Lars has been in the trucking industry his whole working life. He started working in the shop when he was just 16 years old. After attending Chippewa Valley Technical College in Eau Claire, Wisconsin and earning his marketing degree, he started working in operations. Lars spent about 10 years in operations before moving to driver recruiting. He spent five years in recruiting before joining the ATS team as the vice president of driver recruiting. He loves the challenge driver recruiting presents; no day is ever the same. Changing a driver’s life by offering them a great opportunity is what keeps him going.
Are you ready to own your own truck and operate your own business?
The good news is that there are multiple paths you can choose to go down as an owner-operator.
The bad news is that you might not know which path is the right one to take. Which path will help you succeed? Which will give you the freedom or support you need?
As an owner-operator, with great risk comes great reward. That can be equally exciting and terrifying. You want to do everything you can to ensure your success. But you’re in uncharted territory, so you may have no idea what you’re doing or what career path will work best for you as an owner-operator.
At Anderson Trucking Service (ATS) we have opportunities for owner-operators who want to haul freight for us and opportunities for owner-operators who want to haul freight on digital load boards while still running under our authority.
We’ll help you understand your options as an owner-operator in the industry so you can make the best decision.
We’ll list each of these options in order of drivers that receive the most support from a company to the least support. This includes:
Owner-operators who sign on with a company to haul their freight
Owner-operators who run under a company’s authority but haul freight with digital load boards
Owner-operators who have their own authority and find their own freight
Three Types of Owner-Operators
There are multiple pathways to get you into an owner-operator position. Arguably the easiest way to start your journey as an owner-operator is to research lease purchase programs, lease onto a carrier and eventually purchase the truck. There are many companies out there that don’t require a down payment (or have a minimal down payment) and no credit check. Pay off the balloon payment and you’re on your way.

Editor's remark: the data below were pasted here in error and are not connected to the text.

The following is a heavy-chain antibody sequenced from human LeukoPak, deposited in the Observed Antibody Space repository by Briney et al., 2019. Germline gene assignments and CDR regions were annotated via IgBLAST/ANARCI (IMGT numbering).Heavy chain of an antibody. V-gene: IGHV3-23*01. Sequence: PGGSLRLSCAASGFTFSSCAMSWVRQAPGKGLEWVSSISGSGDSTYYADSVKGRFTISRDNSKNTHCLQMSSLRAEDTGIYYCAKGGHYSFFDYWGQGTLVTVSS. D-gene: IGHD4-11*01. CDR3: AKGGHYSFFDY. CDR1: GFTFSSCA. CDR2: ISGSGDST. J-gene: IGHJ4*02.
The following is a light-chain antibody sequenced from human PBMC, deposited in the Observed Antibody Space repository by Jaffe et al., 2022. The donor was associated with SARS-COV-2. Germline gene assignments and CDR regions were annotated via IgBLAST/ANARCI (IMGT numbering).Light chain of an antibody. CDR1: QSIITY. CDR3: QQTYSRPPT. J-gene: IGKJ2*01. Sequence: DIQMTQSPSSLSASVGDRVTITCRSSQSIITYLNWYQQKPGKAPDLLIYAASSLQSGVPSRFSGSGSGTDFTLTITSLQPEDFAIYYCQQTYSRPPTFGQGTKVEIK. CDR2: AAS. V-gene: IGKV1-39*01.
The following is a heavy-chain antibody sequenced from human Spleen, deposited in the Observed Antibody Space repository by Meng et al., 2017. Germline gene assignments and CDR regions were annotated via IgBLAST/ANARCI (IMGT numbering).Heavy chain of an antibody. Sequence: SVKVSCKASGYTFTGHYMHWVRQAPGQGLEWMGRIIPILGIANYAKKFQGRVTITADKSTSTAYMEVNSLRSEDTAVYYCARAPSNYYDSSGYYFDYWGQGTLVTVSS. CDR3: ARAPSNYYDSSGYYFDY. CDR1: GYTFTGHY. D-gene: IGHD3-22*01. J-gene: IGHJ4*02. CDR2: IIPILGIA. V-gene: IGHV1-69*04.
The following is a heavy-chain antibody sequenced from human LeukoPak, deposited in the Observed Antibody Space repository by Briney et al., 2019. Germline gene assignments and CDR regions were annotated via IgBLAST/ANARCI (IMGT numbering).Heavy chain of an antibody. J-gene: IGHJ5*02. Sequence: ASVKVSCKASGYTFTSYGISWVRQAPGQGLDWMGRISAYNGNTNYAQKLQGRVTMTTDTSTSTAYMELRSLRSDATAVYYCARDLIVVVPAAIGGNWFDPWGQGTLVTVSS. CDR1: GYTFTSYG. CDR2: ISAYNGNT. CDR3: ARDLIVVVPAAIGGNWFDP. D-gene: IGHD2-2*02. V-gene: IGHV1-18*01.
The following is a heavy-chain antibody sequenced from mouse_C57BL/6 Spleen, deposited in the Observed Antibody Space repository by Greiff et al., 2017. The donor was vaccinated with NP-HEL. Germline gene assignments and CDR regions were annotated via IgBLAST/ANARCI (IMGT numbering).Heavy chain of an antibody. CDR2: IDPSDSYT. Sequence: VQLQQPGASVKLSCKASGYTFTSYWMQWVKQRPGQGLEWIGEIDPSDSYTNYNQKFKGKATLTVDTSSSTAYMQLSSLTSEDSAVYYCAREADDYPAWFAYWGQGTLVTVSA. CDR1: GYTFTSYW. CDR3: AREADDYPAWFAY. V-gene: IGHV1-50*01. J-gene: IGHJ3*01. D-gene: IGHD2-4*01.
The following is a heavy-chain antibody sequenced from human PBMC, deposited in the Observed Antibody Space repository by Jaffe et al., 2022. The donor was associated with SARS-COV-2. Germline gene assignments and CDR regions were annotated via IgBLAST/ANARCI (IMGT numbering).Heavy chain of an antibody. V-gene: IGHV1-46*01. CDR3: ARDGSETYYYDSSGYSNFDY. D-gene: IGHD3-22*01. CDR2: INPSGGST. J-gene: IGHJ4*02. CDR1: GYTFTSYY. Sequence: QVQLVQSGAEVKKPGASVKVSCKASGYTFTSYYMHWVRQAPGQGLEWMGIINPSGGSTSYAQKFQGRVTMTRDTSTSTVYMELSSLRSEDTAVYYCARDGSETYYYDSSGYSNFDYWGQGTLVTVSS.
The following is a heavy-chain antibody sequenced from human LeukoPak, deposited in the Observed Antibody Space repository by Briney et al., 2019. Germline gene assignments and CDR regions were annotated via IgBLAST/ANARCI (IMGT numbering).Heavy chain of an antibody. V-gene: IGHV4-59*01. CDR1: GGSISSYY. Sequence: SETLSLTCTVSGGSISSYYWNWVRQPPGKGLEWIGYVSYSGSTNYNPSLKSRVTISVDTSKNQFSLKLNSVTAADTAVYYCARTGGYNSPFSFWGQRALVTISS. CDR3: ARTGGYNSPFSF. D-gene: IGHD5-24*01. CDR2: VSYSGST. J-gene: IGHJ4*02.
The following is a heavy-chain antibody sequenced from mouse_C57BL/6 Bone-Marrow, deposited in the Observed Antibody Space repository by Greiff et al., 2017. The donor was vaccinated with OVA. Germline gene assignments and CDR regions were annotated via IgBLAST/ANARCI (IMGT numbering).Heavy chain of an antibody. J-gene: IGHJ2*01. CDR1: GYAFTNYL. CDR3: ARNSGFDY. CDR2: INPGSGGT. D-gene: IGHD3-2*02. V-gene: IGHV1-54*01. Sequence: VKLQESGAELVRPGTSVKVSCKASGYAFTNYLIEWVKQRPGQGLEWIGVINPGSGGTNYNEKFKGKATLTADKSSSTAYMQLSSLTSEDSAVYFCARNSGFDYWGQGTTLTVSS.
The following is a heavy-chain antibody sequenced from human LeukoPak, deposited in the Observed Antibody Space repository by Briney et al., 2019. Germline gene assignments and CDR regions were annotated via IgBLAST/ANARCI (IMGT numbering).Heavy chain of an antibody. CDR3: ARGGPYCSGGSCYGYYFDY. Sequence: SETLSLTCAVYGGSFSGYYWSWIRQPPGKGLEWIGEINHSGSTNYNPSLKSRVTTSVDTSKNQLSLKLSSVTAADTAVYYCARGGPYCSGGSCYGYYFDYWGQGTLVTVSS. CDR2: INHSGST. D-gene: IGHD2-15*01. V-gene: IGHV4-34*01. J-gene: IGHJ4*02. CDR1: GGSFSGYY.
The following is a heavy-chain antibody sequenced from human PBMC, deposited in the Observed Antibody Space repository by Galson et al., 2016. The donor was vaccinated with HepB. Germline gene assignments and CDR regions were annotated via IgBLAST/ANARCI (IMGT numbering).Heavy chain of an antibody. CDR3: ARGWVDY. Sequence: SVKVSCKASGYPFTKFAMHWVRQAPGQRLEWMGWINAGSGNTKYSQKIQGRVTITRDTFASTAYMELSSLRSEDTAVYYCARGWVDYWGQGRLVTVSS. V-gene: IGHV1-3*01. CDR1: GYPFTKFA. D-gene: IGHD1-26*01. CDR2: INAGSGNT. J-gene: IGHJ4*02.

Once you’ve purchased the truck, you can continue to haul freight for that trucking company or you can sign your truck on with another carrier to haul freight for them. That’s the most supported path to take as an owner-operator. You can also choose to pursue your own authority.
If you don’t decide to go the lease-purchase route, you can also secure financing on a truck from a bank and pay off the truck loan that way. Some drivers also outright buy a truck with cash.
1. Sign Your Truck On with a Trucking Company
Many drivers that are just getting their start as an owner-operator decide to sign on with a trucking company and lease their truck to them to haul their freight. This option will provide you with the most support as an owner-operator.
The company will find loads for you and offer them to you. You’ll have the option to accept or deny loads. In some cases, the company may let you help secure your own loads, but most often you’ll be looking on their internal load board — not external load boards.
Before you can sign your truck on with a company, your truck will need to meet that company’s truck specifications and it must pass a Department of Transportation (DOT) inspection. There’s certain paperwork you’ll need to provide, you may need to plate the truck in a specific state and you may need to head to the company’s orientation program to sign paperwork and go through some training.
You’ll also need to follow their operating rules, which means that you’ll have to run with their preferred safety equipment and communication devices.
Make sure, if this is the route you want to go down, you like the company you’re signing on with. You’ll be working with a dispatcher for that company and you’ll be restricted to hauling freight for that company.
If you don’t like the freight they haul or the freight lanes they run in, the company may not work out for you. Be sure you research this and ask plenty of questions before you sign your truck on to haul with them.
When you’re this type of owner-operator, you don’t have as much liability or risk. You’re not running under your authority, so you aren’t responsible for all of the paperwork that other owner-operators are. You aren’t running on your own, so you don’t have to worry about your CSA score influencing the customers you can haul freight for, either.
Not only will you have a dispatcher or planner assisting you, but you also may have access to the company’s fuel and parts discounts and their network of shops. You may have a fleet fuel card to make your fuel purchases. Instead of needing a large cash flow to cover fuel or parts purchases, this money may be subtracted from your settlements.